I've been thinking in recent days about doctrines of national decline. The fact that at the eleventh hour the U.S. Senate managed to paddle the canoe of state away from the thunderous cataract of default is hardly a sign that the United States has preserved its global standing. For one thing, Americans will find themselves witnessing the same melodrama in three months unless Congress agrees on a long-term fiscal plan, which seems, to put it gently, damn unlikely. For another, Americans have been stumbling in a fog of their own devising for the last generation or so. The end is not nigh; but the decline is.
The United States is exhibiting extremely idiosyncratic symptoms of great-power decline. Take the classic account of the subject, Paul Kennedy's The Rise and Fall of the Great Powers. Kennedy describes a syndrome, which afflicted the Roman Empire, imperial Spain, and Victorian England, among others, in which regional or global aspirations outstrip national capacities. Writing in 1987, Kennedy projected the United States as the latest victim of "imperial overstretch," because "the sum total of the United States' global interests and obligations is nowadays far larger than the country's power to defend them simultaneously."
That feels like the wrong diagnosis. First of all, unrestrained defense spending in the aftermath of 9/11 has not come close to bankrupting the United States, though it has certainly squandered precious resources. Second, Americans have contracted a severe case of indigestion from President George W. Bush's vain attempt to swallow significant portions of the Middle East; they are now spitting out the remnants. Empire is an unnatural condition for the United States, and withdrawal to its continental fortress is an almost inevitable response to fears of overstretch. If anything, it is the new national suspicion of engagement, the mood of sullen disenchantment, that marks the country's decline. Americans don't want to shoulder the burdens of global leadership; they want the world, along with its demands, to go away.
We need a word more like "understretch" to describe the national condition. The problem does not lie with too-muchness abroad but with too-littleness at home. And the source of the problem is not an overambitious state but an implacable hostility to the operations of the state. Kennedy also writes that while America's laissez-faire culture and economy make it better able to adjust to rapid change than are more dirigiste societies, doing so "depends upon the existence of a national leadership which can understand the larger processes at work in the world today." The deliberations of Congress -- not just in recent days but in recent years -- vividly show the danger of wrongheaded leadership.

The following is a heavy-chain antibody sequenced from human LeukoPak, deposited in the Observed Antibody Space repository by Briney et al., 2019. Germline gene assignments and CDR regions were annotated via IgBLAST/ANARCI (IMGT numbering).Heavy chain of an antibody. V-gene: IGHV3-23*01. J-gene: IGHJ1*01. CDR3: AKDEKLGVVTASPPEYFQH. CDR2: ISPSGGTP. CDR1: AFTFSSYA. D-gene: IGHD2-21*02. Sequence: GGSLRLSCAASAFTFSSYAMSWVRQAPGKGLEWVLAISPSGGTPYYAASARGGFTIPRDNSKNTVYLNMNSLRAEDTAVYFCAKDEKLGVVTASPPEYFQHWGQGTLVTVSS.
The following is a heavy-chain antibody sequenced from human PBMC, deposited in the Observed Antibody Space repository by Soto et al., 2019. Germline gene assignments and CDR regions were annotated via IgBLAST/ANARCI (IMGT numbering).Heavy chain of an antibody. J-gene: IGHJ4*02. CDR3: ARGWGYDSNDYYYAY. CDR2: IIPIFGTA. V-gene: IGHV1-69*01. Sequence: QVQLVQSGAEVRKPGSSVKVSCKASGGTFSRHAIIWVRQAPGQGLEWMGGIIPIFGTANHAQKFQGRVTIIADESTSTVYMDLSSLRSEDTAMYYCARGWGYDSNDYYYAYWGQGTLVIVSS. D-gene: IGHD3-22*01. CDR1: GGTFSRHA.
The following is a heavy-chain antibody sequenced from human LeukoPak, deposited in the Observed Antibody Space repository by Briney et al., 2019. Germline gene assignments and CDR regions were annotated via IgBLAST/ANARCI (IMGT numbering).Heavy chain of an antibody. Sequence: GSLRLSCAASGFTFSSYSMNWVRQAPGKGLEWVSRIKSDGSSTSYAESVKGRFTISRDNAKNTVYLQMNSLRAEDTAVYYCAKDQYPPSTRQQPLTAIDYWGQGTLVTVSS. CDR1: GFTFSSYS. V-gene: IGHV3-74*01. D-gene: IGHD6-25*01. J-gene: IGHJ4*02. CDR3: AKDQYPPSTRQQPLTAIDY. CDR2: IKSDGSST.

The near default, the shutdown of the government, the sequestration of budget funds -- these are just the latest symptoms of a political, but also psychological, disease. The leadership of the Republican Party -- and not just the Tea Party faction -- believes that the federal government is bad. It has believed that at least since Newt Gingrich overthrew the party's moderate leadership in 1994. In 2012, Mitt Romney, a Republican centrist, ran for president on a platform that would have reduced federal spending to 20 percent of GDP, 2 percentage points lower than it was during the time of small-government apostle Ronald Reagan -- even though Medicare costs were a small fraction then of what they are today. (Matt Miller of the Washington Post has long been an eloquent voice on this madness, as for example here.) To accommodate deep tax cuts, Romney would have eliminated much of the federal government beyond the Pentagon. That is now the orthodoxy of one of America's two political parties.
Meanwhile, the United States is falling behind in crucial areas where it led not long ago. The national store of human capital is diminishing as average rates of literacy and numerical understanding plummet in comparison with rates in other countries, as a recent OECD report demonstrated. A smaller percentage of Americans now both attend and graduate from college than in many Western countries. Crumbling infrastructure increases transaction costs; just compare the trip to JFK airport to the commute to almost any other global airport. The United States still leads the world in spending on research and development, but China has closed much of a formerly immense gap, and many countries now spend more as a percentage of GDP.